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Understand power of attorney to prevent horror stories

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A message from David Christianson, personal finance columnist: Through both professional and personal experience, I have come to know how important it can be to have a proper enduring power-of-attorney document in place when it is needed. To properly explain these, and to clearly delineate the authorized activities of an "attorney," I asked Cynthia Hiebert-Simkin, LL.B., a lawyer at Taylor McCaffrey who specialized in wills, estates, trusts and elder law. So, please welcome our first ever guest columnist.

 

Enduring powers of attorney are powerful documents that allow you to appoint someone to help manage your financial affairs in the event that you are unable to do so yourself. The person doing that job using the power of attorney is known as the "attorney," which in this context does not mean "lawyer."

There are many circumstances where the power of attorney might be used, ranging from the attorney helping out with banking while you maintain control of your financial affairs, to the attorney having to take complete control due to a mental incompetence.

While there are many attorneys who are doing their job honourably, there is increasing concern about the financial abuse of vulnerable seniors who have entrusted their financial wellbeing to the wrong person.

There are many horror stories of family member or close friends who have taken financial advantage of seniors. However, there are forms of financial abuse that are commonly committed by attorneys who may have no idea they are doing something wrong. I regularly hear stories of people using the power of attorney in ways it was never intended and which ultimately creates difficulties for the donor (the person who signs the enduring power of attorney), the attorney and for family members.

In no particular order, here are several things to consider when acting as an attorney:

1 The attorney is powerful because he or she manages the affairs of someone who may be unable to speak for themselves. Balanced with that is the obligation to put the interests of the donor ahead of the attorney's. So, if it comes down to what is right for the donor or what is right for you, choose what is right for the donor.

If you can't do that, you shouldn't be the attorney.

2 Read the document carefully. Your powers are limited to what is in the enduring power of attorney itself and what is in The Trustee Act. If you want to do something and the power isn't in the document or in the act, then you may be able to apply to court for permission to do what you need to do. You don't get the power simply because you think it's something you should do.

3 Even if the donor is incompetent and doesn't need the money, you are not allowed to give money to yourself or to anyone else. It doesn't matter if the people would get the money anyway once the donor has passed away. It doesn't matter how much money the donor has or how much someone else needs it. It isn't allowed.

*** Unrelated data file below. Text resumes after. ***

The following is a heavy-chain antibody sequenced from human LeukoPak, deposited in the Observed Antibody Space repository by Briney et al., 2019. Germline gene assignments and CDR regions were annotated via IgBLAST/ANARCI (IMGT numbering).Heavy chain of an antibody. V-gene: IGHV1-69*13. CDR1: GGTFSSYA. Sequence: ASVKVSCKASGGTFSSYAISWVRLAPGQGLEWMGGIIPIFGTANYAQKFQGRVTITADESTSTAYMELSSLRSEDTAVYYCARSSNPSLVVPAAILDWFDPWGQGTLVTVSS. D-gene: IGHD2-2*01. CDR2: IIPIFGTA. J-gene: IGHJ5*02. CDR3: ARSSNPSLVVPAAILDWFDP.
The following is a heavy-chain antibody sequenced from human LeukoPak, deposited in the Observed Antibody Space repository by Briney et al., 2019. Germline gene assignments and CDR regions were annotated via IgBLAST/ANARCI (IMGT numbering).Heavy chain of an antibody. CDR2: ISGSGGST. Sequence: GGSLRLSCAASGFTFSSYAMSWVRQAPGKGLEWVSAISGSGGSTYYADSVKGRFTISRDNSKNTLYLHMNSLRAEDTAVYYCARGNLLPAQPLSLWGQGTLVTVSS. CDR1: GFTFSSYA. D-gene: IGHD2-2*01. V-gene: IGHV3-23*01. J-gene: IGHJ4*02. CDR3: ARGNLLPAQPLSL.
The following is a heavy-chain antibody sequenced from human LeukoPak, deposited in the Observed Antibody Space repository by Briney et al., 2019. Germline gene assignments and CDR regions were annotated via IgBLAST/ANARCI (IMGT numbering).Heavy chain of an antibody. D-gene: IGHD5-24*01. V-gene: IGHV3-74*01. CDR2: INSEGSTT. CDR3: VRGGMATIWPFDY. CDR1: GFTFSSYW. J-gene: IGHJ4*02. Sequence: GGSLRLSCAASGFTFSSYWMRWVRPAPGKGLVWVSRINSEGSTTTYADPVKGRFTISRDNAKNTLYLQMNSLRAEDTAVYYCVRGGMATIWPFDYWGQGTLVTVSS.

Some enduring powers of attorney may have a power that allows an attorney to make gifts to third parties or charities or may allow support to be paid for someone who is financially dependent on the donor. This is not the same thing as you and your siblings taking an advance on your inheritance.

4 You are going to have to show someone what you have done. Manitoba's Power of Attorney Act has an accountability provision that many provinces don't have. Either you must report to the nearest relative on an annual basis or the donor can appoint someone to ask you for an accounting. You also will have to report to the personal representative of the estate. If you also are the personal representative, you will have to report to the residuary beneficiaries. You will be held accountable if you can't produce the records. You will have to pay back money that hasn't been used appropriately. Keep receipts and records in order and be ready to report when required to do so. Treat it like a business.

5 You are not allowed to name yourself or anyone else as a joint owner of the donor's accounts or investments, nor are you allowed to name anyone as a beneficiary on life insurance policies or accounts such as an RRSP, RRIF or TFSA. The exception is when an RRSP must be converted into a RRIF, where you are allowed to maintain the same beneficiary designation.

This is not a complete list of the things an attorney should be considering. It can be a lot of work being an attorney but guidance is available. You are permitted to consult professionals. The Public Trustee of Manitoba also has an Enduring Powers of Attorney Guidebook on its website.

Helping someone who is unable to help themselves can be satisfying and is a duty worth undertaking. Just make sure you know the rules.

Cynthia Hiebert-Simkin is a lawyer at Taylor Mc-Caffrey specializing in wills, estates, trusts and elder law. She can be reached at chsimkin@tmlawyers.com

Republished from the Winnipeg Free Press print edition January 28, 2011 B16

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